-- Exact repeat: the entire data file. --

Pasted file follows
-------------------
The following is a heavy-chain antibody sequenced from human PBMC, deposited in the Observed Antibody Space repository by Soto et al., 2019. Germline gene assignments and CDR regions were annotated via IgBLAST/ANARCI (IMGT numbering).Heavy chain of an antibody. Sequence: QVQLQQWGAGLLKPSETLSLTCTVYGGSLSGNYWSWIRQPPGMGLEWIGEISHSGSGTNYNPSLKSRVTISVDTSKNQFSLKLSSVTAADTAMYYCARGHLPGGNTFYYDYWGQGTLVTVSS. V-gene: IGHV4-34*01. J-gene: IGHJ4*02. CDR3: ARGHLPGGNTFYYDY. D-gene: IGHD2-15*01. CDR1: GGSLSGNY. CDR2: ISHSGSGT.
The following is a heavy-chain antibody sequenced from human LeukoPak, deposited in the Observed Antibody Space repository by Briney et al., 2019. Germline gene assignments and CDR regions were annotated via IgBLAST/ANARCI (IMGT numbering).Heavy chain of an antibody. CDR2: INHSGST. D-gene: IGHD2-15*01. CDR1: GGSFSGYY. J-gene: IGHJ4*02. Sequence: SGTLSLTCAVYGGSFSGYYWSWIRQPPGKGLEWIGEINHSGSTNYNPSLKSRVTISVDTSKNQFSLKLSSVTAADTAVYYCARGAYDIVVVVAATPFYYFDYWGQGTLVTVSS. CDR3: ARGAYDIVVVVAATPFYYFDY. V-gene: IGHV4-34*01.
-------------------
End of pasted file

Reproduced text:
The following is a heavy-chain antibody sequenced from human PBMC, deposited in the Observed Antibody Space repository by Soto et al., 2019. Germline gene assignments and CDR regions were annotated via IgBLAST/ANARCI (IMGT numbering).Heavy chain of an antibody. Sequence: QVQLQQWGAGLLKPSETLSLTCTVYGGSLSGNYWSWIRQPPGMGLEWIGEISHSGSGTNYNPSLKSRVTISVDTSKNQFSLKLSSVTAADTAMYYCARGHLPGGNTFYYDYWGQGTLVTVSS. V-gene: IGHV4-34*01. J-gene: IGHJ4*02. CDR3: ARGHLPGGNTFYYDY. D-gene: IGHD2-15*01. CDR1: GGSLSGNY. CDR2: ISHSGSGT.
The following is a heavy-chain antibody sequenced from human LeukoPak, deposited in the Observed Antibody Space repository by Briney et al., 2019. Germline gene assignments and CDR regions were annotated via IgBLAST/ANARCI (IMGT numbering).Heavy chain of an antibody. CDR2: INHSGST. D-gene: IGHD2-15*01. CDR1: GGSFSGYY. J-gene: IGHJ4*02. Sequence: SGTLSLTCAVYGGSFSGYYWSWIRQPPGKGLEWIGEINHSGSTNYNPSLKSRVTISVDTSKNQFSLKLSSVTAADTAVYYCARGAYDIVVVVAATPFYYFDYWGQGTLVTVSS. CDR3: ARGAYDIVVVVAATPFYYFDY. V-gene: IGHV4-34*01.